From the Dean: Let’s Talk Science

Dean F. DuBois Bowman, University of Michigan School of Public Health

Dean F. DuBois Bowman

School of Public Health

The COVID-19 pandemic has been part of the daily news for over a year now. And you may have noticed varying coverage at times. One headline offers good news, highlighting the strong performance of one of the vaccines. The next day, headlines might share a different story, maybe new data on a coronavirus variant that raises concerns about the future efficacy of the vaccine that showed such promise in yesterday’s news.

Day by day, since those very first news stories about this novel virus, we have watched science change. Many of us at Michigan Public Health have been actively engaged in leading the change—developing scientific studies, tracking new findings, and forming new insights about the virus and the new realities we’ve shaped around it.

We have seen how long it can take to reach consensus about a single aspect of this infectious disease. How exactly does it spread? How long does it take to develop symptoms? Can it transmit asymptomatically? How is scientific communication—from news coverage to published studies to our own thoughts and feelings about the pandemic—keeping up with the science itself?

For those aware of the dynamic nature of science, the shift in our scientific understanding is par for the course. But this fluidity provides an access point for criticism of scientific endeavors for those who look to science for bedrock “truths” or for those who see certain scientific findings as socially or politically motivated.

Science Is Patience and Uncertainty

Science takes time. We meticulously design and conduct tens of thousands of studies and work to draw insights from the results. This process reflects the arc toward scientific understanding. But along this pathway, science changes—because we change. Human culture develops, the world around us evolves, and our interpretations shift to try to keep up.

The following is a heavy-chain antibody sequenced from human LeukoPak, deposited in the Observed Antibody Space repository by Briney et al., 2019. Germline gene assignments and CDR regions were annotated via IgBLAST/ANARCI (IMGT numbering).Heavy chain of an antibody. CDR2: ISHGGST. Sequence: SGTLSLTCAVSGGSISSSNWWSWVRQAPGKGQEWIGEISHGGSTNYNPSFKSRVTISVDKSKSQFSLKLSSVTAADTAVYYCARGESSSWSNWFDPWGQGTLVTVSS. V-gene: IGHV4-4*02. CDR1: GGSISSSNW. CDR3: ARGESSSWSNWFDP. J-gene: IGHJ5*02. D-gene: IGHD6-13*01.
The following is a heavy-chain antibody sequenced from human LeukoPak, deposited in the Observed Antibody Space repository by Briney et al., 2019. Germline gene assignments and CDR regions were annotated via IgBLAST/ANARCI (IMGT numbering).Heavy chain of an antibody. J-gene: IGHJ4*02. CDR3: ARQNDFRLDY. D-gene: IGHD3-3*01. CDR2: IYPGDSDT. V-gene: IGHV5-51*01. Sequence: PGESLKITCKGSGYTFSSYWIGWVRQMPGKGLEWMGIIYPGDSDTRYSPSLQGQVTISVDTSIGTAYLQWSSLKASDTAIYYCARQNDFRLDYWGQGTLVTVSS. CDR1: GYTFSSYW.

Science cannot predict the future, and perhaps our uncertain future is what entices so many of us to pursue scientific work professionally.

—Dean F. DuBois Bowman

As we traverse this path, we are often called upon to share the latest results and explain what those results mean. In sharing what we know, we must always exercise great humility and acknowledge the limits of our understanding. Science cannot fully predict the future, and perhaps our uncertain future is what entices so many of us to pursue scientific work professionally.

Science Is Speaking and Listening

As a biostatistician, I deal with plenty of data. Data potentially reveal wonderful insights into the world around us. But how do we get those data? And how do they inform the decisions we make as a community? Scientists strive for objectivity. Safeguards in our research processes help us collect, analyze, and interpret data. But no scientific study is without limitations and potential biases.